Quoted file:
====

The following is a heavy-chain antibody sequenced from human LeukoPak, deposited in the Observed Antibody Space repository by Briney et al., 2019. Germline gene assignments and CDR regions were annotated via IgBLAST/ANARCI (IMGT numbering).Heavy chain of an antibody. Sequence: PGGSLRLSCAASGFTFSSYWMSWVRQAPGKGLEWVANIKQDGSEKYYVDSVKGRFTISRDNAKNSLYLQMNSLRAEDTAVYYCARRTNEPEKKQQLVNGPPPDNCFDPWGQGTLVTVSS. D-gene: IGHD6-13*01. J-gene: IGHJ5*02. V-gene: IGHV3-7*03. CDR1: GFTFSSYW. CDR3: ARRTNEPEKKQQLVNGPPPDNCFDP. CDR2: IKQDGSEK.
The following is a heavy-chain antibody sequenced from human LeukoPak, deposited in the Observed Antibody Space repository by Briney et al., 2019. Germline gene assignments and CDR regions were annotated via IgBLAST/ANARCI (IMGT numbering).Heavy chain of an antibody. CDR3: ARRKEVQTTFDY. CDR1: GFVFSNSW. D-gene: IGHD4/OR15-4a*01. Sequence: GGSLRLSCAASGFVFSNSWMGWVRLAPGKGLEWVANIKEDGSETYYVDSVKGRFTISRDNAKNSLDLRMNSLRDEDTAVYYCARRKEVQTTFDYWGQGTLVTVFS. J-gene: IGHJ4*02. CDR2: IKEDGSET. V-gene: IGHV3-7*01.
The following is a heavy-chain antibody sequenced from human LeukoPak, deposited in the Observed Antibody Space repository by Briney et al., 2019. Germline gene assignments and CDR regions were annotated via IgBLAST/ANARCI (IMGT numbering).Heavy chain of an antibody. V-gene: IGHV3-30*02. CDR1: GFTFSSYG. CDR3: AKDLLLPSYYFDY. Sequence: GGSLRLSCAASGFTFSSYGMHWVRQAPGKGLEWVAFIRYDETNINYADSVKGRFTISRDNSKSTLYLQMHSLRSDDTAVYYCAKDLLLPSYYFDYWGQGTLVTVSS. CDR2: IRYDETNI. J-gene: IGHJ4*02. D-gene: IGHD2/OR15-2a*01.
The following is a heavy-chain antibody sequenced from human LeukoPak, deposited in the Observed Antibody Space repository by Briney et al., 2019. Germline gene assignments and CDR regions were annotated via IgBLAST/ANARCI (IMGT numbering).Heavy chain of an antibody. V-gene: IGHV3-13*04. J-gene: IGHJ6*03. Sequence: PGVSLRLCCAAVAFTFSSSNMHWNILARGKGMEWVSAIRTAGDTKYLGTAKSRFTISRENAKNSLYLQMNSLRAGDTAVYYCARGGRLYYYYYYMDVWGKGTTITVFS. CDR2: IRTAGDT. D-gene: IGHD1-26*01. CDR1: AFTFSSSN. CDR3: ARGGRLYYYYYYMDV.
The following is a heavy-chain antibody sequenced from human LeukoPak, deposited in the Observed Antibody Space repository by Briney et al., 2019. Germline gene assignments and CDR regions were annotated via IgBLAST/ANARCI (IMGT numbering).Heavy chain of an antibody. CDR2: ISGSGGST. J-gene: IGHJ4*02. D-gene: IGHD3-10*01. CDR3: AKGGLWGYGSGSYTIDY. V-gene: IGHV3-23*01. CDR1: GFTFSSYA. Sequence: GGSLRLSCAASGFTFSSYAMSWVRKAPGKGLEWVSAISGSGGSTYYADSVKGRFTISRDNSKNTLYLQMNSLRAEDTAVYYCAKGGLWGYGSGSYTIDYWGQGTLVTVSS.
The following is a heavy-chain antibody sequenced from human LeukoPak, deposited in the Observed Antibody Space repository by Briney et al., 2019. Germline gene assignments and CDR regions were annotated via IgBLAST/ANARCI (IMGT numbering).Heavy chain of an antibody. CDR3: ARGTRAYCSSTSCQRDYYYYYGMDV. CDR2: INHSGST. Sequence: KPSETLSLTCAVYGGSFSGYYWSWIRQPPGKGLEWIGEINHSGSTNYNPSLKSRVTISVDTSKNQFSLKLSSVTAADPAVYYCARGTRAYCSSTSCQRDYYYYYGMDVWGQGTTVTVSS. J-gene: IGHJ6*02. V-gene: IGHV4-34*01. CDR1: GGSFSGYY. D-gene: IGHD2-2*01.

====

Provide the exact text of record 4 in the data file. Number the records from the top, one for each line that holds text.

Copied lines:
The following is a heavy-chain antibody sequenced from human LeukoPak, deposited in the Observed Antibody Space repository by Briney et al., 2019. Germline gene assignments and CDR regions were annotated via IgBLAST/ANARCI (IMGT numbering).Heavy chain of an antibody. V-gene: IGHV3-13*04. J-gene: IGHJ6*03. Sequence: PGVSLRLCCAAVAFTFSSSNMHWNILARGKGMEWVSAIRTAGDTKYLGTAKSRFTISRENAKNSLYLQMNSLRAGDTAVYYCARGGRLYYYYYYMDVWGKGTTITVFS. CDR2: IRTAGDT. D-gene: IGHD1-26*01. CDR1: AFTFSSSN. CDR3: ARGGRLYYYYYYMDV.